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dc.contributor.authorAbrahao, Brunoen_US
dc.identifier.otherbibid: 8793245
dc.description.abstractThe accelerated evolution of online social interactions and information systems has brought a marked growth in their complexity. The dynamics of these systems are not entirely regulated or engineered, but are instead governed by hidden structures that form as a result of organic growth, but are neither directly observable nor predictable by design. Understanding these structures is crucial for harnessing the benefits of social and information networks while supporting their health and growth. Leveraging the vast amounts of data generated by the Web and the sciences, Network Science has achieved remarkable progress at identifying and modeling certain hidden structures. However, as datasets become larger, they come with higher levels of noise and represent increasingly complex, multifaceted, and multidimensional structures. Therefore, approaching these problems in a rigorous way is crucial to enable further discoveries. This thesis advances the field by providing insights gained from applying novel, principled approaches to three existing modeling and learning tasks: community detection, network inference, and Internet modeling. It concludes with an illustration of the application of sociological theories to guide the empirical analysis of online social network data, revealing hidden social structures that enable a deeper understanding of our own behavior.en_US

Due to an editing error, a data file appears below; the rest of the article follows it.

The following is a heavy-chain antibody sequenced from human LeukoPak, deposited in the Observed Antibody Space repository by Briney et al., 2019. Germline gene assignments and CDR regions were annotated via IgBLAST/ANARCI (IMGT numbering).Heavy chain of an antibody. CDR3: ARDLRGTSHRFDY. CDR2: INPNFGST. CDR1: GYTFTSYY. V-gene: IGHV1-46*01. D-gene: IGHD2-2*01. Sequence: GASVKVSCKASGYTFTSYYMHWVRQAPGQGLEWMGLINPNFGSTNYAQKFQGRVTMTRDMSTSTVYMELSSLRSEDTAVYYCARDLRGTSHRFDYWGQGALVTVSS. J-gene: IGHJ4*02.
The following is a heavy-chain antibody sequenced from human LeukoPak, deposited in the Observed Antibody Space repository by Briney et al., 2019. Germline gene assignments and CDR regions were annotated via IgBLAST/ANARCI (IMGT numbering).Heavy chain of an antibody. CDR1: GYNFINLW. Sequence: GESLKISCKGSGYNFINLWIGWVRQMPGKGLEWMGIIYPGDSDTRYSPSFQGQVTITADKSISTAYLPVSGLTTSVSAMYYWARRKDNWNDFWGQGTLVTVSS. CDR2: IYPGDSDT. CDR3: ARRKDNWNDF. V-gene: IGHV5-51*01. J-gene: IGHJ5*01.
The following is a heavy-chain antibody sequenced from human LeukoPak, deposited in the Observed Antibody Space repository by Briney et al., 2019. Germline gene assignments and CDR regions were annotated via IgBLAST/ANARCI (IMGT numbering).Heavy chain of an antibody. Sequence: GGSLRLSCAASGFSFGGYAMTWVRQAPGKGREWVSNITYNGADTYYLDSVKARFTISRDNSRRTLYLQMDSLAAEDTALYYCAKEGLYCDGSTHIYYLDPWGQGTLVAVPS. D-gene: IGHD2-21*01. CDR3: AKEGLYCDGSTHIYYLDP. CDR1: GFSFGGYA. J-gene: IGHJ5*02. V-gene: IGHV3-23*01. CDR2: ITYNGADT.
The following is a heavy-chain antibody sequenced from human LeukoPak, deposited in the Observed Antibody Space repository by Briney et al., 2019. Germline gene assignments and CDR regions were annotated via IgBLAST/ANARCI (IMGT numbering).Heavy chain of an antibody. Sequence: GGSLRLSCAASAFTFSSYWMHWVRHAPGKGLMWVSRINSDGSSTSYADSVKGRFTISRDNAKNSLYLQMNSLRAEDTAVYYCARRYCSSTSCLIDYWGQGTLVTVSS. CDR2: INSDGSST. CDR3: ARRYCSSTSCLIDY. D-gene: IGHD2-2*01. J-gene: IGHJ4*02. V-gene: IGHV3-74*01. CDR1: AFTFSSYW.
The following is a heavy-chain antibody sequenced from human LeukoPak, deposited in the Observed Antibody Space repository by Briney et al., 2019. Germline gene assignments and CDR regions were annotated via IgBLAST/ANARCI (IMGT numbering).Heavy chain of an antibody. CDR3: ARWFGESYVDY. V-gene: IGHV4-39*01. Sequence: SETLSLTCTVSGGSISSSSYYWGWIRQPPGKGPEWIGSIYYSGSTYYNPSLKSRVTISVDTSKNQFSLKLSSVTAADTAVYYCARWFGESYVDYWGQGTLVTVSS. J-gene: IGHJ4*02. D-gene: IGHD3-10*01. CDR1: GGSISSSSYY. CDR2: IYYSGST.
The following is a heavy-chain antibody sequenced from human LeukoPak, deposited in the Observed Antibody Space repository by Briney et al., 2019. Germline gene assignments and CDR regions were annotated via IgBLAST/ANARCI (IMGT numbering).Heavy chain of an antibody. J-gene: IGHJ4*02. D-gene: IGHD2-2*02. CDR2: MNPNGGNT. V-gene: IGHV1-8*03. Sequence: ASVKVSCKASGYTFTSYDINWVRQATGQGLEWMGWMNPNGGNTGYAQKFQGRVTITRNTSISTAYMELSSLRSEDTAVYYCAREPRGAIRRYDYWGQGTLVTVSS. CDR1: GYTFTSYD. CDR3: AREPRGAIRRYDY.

dc.subjectSocial and Information Networksen_US
dc.subjectData Analysisen_US
dc.titleExtracting Hidden Structures In Social And Information Networksen_US
dc.typedissertation or thesisen_US Science Universityen_US of Philosophy D., Computer Science
dc.contributor.chairKleinberg, Robert Daviden_US
dc.contributor.committeeMemberKleinberg, Jon Men_US
dc.contributor.committeeMemberKozen, Dexter Campbellen_US
dc.contributor.committeeMemberVan Renesse, Robberten_US

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